2. Sift dry ingredients together in a large bowl. In a separate bowl, beat eggs, melted butter, and honey together.

3. Stir egg mixture gently into flour. Add carrots, apple, and raisins, and stir until mixture is just combined.

4. Spoon into muffin cups (you may not use all the cups) and fill about 3/4 full. Bake until just golden, checking to make sure a toothpick comes out clean.

5. Cool on a rack. Serve warm.

Apple Farm Cheddar Biscuits

2 cups all-purpose white (you can also use whole-wheat pastry flour)
1 tbsp baking powder
1/2 tsp salt
1/3 cup cold butter (5 1/3 tbsp)
plenty of freshly ground pepper
1 tbsp finely chopped fresh rosemary (do not use dried! substitute fresh chives or parsley instead if you can't get fresh rosemary)
1 1/2 cups grated cheddar cheese
1 cup milk, light cream, or half-and-half

1. Preheat oven to 400F. Lightly grease a baking sheet, or line with parchment.

2. Sift dry ingredients into a large bowl. Cut in butter until pebbly. Toss in pepper, rosemary, and cheese. Drizzle in milk, tossing and mixing lightly to make a very moist dough.

3. Drop by spoonfuls onto baking sheet--each biscuit should be a nice peaky, rocky lump. Bake 15 minutes, until puffed and golden brown. Serve warm.

Thursday, March 17, 2011

Irish Soda Bread, for St. Patrick's Day

Happy St. Patrick's Day! Here's a recipe I used just yesterday to make some very nice soda bread, based on the "Irish Wholemeal Soda Bread" recipe in Elizabeth David's majestic tome, English Bread and Yeast Cookery (yes, she deigns to give some Irish, Scottish, Welsh, and even French recipes, too). The egg is definitely an American touch but it helps make the bread a little fluffier/cakier.

Ms. D. suggests putting the soda-bread dough into a cake pan, putting the pan onto a cookie sheet, then upending a deep (7") cake pan, baking dish, or heavy ovenproof pot over the dough. This will trap both heat and moisture around the dough as it bakes, helping it to rise. The pan or pot is removed after 30 minutes, so that the bread can brown for a final 10 min. or so.

Soda bread was originally baked over turf fires in the hearth, usually in heavy cast-iron pots. For baking, the rounded lids were flipped over, so they fit into the top of the pot like a shallow dish; coals were then piled into the lid and the pot suspended by a hook over the fire, so that the bread was baked by radiant heat from all sides. Lacking a turf fire, you can imitate this by putting a heavy cast-iron (or enameled cast iron, like Le Crueset) pot into the oven to preheat for 10-15 minutes. Once the dough is ready, drop it into the pot and pop on the lid. Bake for 30 minutes, then remove the lid and let it bake another 10 min or so to brown. It's the same mini-brick-oven concept as used by the No-Knead Bread folks.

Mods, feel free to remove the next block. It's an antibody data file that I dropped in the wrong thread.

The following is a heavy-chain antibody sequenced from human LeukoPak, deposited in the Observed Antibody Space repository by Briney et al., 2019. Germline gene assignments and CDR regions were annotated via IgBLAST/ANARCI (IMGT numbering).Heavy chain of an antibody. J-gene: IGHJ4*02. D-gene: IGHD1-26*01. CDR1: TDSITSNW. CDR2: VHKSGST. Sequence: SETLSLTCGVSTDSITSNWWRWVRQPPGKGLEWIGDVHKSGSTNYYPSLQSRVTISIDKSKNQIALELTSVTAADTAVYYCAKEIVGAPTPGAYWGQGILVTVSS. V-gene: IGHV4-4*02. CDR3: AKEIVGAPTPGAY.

But, if you don't want to bother with this, a cast-iron skillet makes a very good baking pan, giving a good crust and helping the bread bake & brown well.

Personally, I love the taste of caraway seeds in soda bread, but you can leave them out if they're not your thing. Oh, and make sure your baking soda is reasonably fresh and hasn't been sitting over the stove for the past 5 years. It's CHEAP, and since you're probably going out to the store to get the buttermilk and caraway seeds anyway, spring for the buck or so and get a new kitchen-only box.

St. Patrick's Day Soda Bread

1 1/2 cups whole wheat or white flour, or a combination (I love the flavor and nuttiness of all whole wheat, but adjust to your taste; a non-wheat mix of oat and barley flours would probably also work well)
1/2 tsp baking soda
1/2 tsp salt
1 tbsp sugar (optional)
2 tbsp butter, softened
1/3 cup raisins or currants
1 to 2 tbsp caraway seeds (optional)
1 egg
1/2 cup to 3/4 cup buttermilk
extra water and/or buttermilk, as needed

1. Preheat oven to 425F. Lightly grease a cast-iron skillet or 8" cake pan. Sift dry ingredients together in a large bowl. Rub in butter until mixture looks grainy/pebbly. Mix in raisins and caraway seeds, if using.

2. In a small bowl or measuring cup, beat egg and buttermilk together. Drizzle into dry mixture, stirring gently, until mixture comes together into a moist dough. If patches remain dry, add a little water or more buttermilk.

3. Pat mixture into a plump round. Slash a cross on top with a sharp knife. Put bread into prepared pan. Bake approx. 40 minutes, until golden brown. Best served warm or toasted.